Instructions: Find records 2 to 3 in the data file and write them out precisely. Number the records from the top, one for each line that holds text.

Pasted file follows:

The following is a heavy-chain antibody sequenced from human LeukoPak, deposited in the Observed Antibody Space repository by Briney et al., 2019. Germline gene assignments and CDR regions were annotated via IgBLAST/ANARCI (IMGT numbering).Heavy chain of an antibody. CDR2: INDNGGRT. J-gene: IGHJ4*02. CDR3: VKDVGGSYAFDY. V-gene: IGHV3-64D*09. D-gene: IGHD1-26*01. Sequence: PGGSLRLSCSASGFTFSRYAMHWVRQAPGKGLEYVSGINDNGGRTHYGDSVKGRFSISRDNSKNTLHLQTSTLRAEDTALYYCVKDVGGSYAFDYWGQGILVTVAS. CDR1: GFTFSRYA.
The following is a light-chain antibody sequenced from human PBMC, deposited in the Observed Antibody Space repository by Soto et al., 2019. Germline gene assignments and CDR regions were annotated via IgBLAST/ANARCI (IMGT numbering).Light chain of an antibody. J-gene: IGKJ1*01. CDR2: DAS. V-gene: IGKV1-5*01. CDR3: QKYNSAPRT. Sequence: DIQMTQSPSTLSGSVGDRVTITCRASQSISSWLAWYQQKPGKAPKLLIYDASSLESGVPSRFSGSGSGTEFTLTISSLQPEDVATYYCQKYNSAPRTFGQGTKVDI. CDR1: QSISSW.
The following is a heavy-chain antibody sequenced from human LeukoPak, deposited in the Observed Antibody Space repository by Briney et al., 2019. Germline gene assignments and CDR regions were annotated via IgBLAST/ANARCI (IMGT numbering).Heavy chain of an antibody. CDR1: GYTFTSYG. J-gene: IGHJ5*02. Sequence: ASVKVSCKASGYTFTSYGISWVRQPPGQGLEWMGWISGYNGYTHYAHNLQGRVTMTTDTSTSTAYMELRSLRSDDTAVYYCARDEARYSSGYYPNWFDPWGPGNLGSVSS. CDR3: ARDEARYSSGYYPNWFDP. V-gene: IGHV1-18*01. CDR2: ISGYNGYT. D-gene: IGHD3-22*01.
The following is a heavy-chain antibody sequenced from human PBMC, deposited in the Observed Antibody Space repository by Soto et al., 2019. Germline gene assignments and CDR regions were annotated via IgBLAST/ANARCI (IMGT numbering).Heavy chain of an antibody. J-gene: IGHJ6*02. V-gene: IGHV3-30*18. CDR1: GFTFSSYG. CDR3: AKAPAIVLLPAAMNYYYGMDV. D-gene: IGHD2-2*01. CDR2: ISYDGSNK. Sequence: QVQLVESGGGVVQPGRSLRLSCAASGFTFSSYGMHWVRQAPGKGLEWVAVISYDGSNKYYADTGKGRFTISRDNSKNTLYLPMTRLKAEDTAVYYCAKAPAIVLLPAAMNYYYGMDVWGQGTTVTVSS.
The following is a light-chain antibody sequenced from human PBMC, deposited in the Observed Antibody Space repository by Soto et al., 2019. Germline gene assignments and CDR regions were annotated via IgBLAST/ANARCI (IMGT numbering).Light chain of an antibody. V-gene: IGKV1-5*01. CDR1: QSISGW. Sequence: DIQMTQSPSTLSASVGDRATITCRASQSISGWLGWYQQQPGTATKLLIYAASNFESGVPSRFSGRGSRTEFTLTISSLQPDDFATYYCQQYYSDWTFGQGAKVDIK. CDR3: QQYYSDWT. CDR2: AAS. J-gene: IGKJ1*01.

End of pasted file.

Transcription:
The following is a light-chain antibody sequenced from human PBMC, deposited in the Observed Antibody Space repository by Soto et al., 2019. Germline gene assignments and CDR regions were annotated via IgBLAST/ANARCI (IMGT numbering).Light chain of an antibody. J-gene: IGKJ1*01. CDR2: DAS. V-gene: IGKV1-5*01. CDR3: QKYNSAPRT. Sequence: DIQMTQSPSTLSGSVGDRVTITCRASQSISSWLAWYQQKPGKAPKLLIYDASSLESGVPSRFSGSGSGTEFTLTISSLQPEDVATYYCQKYNSAPRTFGQGTKVDI. CDR1: QSISSW.
The following is a heavy-chain antibody sequenced from human LeukoPak, deposited in the Observed Antibody Space repository by Briney et al., 2019. Germline gene assignments and CDR regions were annotated via IgBLAST/ANARCI (IMGT numbering).Heavy chain of an antibody. CDR1: GYTFTSYG. J-gene: IGHJ5*02. Sequence: ASVKVSCKASGYTFTSYGISWVRQPPGQGLEWMGWISGYNGYTHYAHNLQGRVTMTTDTSTSTAYMELRSLRSDDTAVYYCARDEARYSSGYYPNWFDPWGPGNLGSVSS. CDR3: ARDEARYSSGYYPNWFDP. V-gene: IGHV1-18*01. CDR2: ISGYNGYT. D-gene: IGHD3-22*01.